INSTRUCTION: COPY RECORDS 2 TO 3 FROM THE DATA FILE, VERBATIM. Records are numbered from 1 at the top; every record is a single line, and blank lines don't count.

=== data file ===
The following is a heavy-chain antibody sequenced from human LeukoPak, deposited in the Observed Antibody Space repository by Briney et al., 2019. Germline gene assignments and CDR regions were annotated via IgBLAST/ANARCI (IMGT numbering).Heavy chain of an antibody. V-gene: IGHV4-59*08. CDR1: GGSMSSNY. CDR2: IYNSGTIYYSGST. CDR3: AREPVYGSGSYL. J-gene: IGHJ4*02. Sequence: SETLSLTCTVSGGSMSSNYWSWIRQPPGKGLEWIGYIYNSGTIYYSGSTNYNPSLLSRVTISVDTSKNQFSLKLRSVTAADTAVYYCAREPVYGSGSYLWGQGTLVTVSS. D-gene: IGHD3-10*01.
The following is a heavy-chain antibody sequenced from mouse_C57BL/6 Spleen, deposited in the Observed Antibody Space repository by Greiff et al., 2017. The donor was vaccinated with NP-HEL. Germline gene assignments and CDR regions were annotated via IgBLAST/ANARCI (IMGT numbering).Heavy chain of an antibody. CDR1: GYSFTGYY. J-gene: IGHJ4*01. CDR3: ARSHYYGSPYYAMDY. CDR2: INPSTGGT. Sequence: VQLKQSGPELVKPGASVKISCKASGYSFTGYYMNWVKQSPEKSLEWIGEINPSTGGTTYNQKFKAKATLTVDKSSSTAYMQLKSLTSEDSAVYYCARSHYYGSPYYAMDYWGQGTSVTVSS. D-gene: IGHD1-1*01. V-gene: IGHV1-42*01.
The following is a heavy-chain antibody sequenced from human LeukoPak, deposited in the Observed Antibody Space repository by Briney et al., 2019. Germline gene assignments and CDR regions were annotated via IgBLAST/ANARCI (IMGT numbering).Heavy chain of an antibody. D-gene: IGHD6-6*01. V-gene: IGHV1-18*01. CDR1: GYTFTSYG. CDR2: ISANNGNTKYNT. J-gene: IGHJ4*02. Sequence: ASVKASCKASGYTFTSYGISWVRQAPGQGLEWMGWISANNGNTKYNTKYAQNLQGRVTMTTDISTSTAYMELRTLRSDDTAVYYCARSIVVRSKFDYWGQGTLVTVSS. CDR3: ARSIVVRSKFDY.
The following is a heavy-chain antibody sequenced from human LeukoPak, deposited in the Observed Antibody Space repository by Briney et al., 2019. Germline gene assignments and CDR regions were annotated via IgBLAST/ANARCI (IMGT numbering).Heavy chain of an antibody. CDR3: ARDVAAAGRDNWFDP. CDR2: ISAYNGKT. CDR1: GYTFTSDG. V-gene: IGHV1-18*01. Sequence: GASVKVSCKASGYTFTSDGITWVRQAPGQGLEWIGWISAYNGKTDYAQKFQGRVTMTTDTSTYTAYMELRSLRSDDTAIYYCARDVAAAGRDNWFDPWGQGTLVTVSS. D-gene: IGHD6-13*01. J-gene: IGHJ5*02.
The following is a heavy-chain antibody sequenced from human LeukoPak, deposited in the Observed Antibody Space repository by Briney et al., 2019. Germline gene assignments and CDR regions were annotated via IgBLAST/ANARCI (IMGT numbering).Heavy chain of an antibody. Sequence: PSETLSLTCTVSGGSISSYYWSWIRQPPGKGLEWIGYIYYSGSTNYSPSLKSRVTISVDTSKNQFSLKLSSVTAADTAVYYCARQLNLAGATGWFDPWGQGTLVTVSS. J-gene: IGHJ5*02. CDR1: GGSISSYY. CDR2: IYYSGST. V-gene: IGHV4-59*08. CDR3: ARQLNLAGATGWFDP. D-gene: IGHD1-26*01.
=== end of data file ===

The following is a heavy-chain antibody sequenced from mouse_C57BL/6 Spleen, deposited in the Observed Antibody Space repository by Greiff et al., 2017. The donor was vaccinated with NP-HEL. Germline gene assignments and CDR regions were annotated via IgBLAST/ANARCI (IMGT numbering).Heavy chain of an antibody. CDR1: GYSFTGYY. J-gene: IGHJ4*01. CDR3: ARSHYYGSPYYAMDY. CDR2: INPSTGGT. Sequence: VQLKQSGPELVKPGASVKISCKASGYSFTGYYMNWVKQSPEKSLEWIGEINPSTGGTTYNQKFKAKATLTVDKSSSTAYMQLKSLTSEDSAVYYCARSHYYGSPYYAMDYWGQGTSVTVSS. D-gene: IGHD1-1*01. V-gene: IGHV1-42*01.
The following is a heavy-chain antibody sequenced from human LeukoPak, deposited in the Observed Antibody Space repository by Briney et al., 2019. Germline gene assignments and CDR regions were annotated via IgBLAST/ANARCI (IMGT numbering).Heavy chain of an antibody. D-gene: IGHD6-6*01. V-gene: IGHV1-18*01. CDR1: GYTFTSYG. CDR2: ISANNGNTKYNT. J-gene: IGHJ4*02. Sequence: ASVKASCKASGYTFTSYGISWVRQAPGQGLEWMGWISANNGNTKYNTKYAQNLQGRVTMTTDISTSTAYMELRTLRSDDTAVYYCARSIVVRSKFDYWGQGTLVTVSS. CDR3: ARSIVVRSKFDY.